• Year of manufacture 
  • Chassis number 
  • Lot number 
  • Condition 
  • Location
  • Exterior colour 


1967 Citroën DS21 Décapotable
Chassis no. 4600088

Just as it had done 21 years previously with the revolutionary 'Traction Avant', Citroën stunned the world again in 1955 with the launch of the strikingly styled 'DS'. Beneath the shark-like newcomer's aerodynamically efficient, low-drag bodyshell there was all-independent, self-levelling, hydro-pneumatic suspension; plus power-operated brakes, clutch, and steering. No European car would match the DS's ride quality for several years, the fundamental soundness of Citroën's ahead-of-its-time hydro-pneumatic suspension being demonstrated by its survival in top-of-the-range models until earlier this year. The DS's original 1,911cc, overhead-valve, long-stroke engine was replaced in 1966 by a short-stroke 1,985cc unit, also available in 2,175cc and 2,347cc versions, while other DS developments included swivelling headlights, fuel injection and a five-speed gearbox.

Other models offered alongside the original DS were the ID (a simplified, cheaper version), the cavernous Safari estate and the two-door Décapotable (convertible), the latter boasting coachwork by Henri Chapron. (Chapron's first convertibles had been produced independently of Citroën, but the factory eventually gave the project its blessing). Citroën's sanctioned Décapotables were built on the longer, stronger chassis of the ID Break (Estate) before being despatched to Chapron for completion.

Henri Chapron had started his career in the motor industry as an upholsterer's apprentice, working for various coachbuilders in the Paris area. In 1919 he started his own business in the well-to-do Parisian suburb of Neuilly-sur-Seine where his main activity was re-bodying cars that had been requisitioned in wartime by the French Government. Chapron moved to larger premises in Levallois-Perret in 1923 and became the official builder of coach and convertible models for Delage and Delahaye, going on to body many of the most elegant French and European automobiles of the inter-war period.

Despite a much-reduced demand for bespoke coachwork after WW2, Chapron survived thanks to his exemplary creations for Delahaye, Talbot and Salmson, switching to offering bespoke versions of unitary construction models when motor manufacturers began to abandon the traditional separate chassis frame. The arrival of the Citroën DS in 1955 presented Chapron with a fresh opportunity that would result in his name being forever linked with this remarkable car. In total, 1,365 usine (factory) convertibles were made with either the DS19 or DS21 engine between 1960 and 1971, while Chapron built a further 389 of his own, the last in the mid-1970s.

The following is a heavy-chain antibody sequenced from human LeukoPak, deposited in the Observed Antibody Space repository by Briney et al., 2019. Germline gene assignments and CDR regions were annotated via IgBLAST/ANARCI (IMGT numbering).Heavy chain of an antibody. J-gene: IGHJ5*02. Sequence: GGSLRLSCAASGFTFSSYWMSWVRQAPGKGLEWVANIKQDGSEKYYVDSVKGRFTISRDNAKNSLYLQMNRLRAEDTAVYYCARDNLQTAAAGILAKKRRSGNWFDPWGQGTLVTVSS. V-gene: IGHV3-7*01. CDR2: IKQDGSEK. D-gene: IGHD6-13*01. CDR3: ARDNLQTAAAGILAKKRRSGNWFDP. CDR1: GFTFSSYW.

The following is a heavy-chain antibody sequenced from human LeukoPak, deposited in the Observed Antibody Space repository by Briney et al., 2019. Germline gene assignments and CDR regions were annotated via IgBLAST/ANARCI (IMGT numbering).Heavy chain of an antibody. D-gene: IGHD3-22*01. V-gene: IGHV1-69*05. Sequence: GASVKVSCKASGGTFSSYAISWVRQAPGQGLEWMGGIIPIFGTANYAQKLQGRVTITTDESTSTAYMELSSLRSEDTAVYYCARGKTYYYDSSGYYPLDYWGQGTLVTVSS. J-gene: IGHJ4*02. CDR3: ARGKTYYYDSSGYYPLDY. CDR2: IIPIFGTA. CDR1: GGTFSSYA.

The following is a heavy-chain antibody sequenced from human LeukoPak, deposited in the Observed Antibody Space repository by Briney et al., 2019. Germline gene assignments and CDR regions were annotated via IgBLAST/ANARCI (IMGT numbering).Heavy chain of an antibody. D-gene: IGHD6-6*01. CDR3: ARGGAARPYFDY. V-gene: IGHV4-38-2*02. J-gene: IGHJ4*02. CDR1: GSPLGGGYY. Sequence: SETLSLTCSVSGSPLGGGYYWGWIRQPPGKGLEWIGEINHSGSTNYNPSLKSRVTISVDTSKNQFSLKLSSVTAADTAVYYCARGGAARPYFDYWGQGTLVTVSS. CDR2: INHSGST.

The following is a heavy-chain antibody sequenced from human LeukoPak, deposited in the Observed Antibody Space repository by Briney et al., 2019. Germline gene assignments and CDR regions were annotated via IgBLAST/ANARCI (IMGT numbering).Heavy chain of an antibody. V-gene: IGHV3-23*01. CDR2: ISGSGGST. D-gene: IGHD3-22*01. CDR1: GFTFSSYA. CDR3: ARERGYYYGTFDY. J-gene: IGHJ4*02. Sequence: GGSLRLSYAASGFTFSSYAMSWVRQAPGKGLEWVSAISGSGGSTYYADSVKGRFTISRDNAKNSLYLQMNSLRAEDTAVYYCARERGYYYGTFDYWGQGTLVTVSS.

This car is a 1968 model year DS21 Décapotable, chassis number '4600088', built by Citroën in November 1967 and delivered from Henri Chapron's workshop in December 1967. It was specified for Canadian export, with some special features such as cold-weather heating and a more powerful alternator. As a 1968 model it combines the later directional headlamps and green LHM fluid with the early style dashboard and this example also has the desirable Citroën semi-automatic hydraulic gearbox. The car was re-imported into Europe in 2009, and its then owner commissioned a complete restoration of the bodywork from a Citroën specialist in Amsterdam: DS Keyzer. The DS is finished in Bleu Antarctique, an original Chapron colour, while the interior has been re-upholstered in natural leather and a new black hood installed. We are advised by the owner that everything is still in excellent condition. The vendor bought the Citroën from a Dutch dealer, Alex von Mozer of VSOC, in 2014. He thought it would benefit from a complete mechanical restoration and consigned it to Citroën specialist Atelier 524 in Grenoble. Well documented photographically, the work included disassembly and rebuilding of the engine, gearbox, brakes, steering, hydraulic system and electrics, at a total cost of around €45,000 (bills available). Since then the car has been kept at the vendor's home in the South of France and has been used sparingly in the summer months. The DS is registered in France, with a Carte Grise normale. Serviced and issued with a current Contrôle Technique, it comes with attestations of authenticity from Noëlle-Eléonore Chapron and from Citroën Heritage.

Bonhams 1793
101 New Bond Street
United Kingdom
Contact Person Kontaktperson
First name 
Bonhams Collectors’ Car department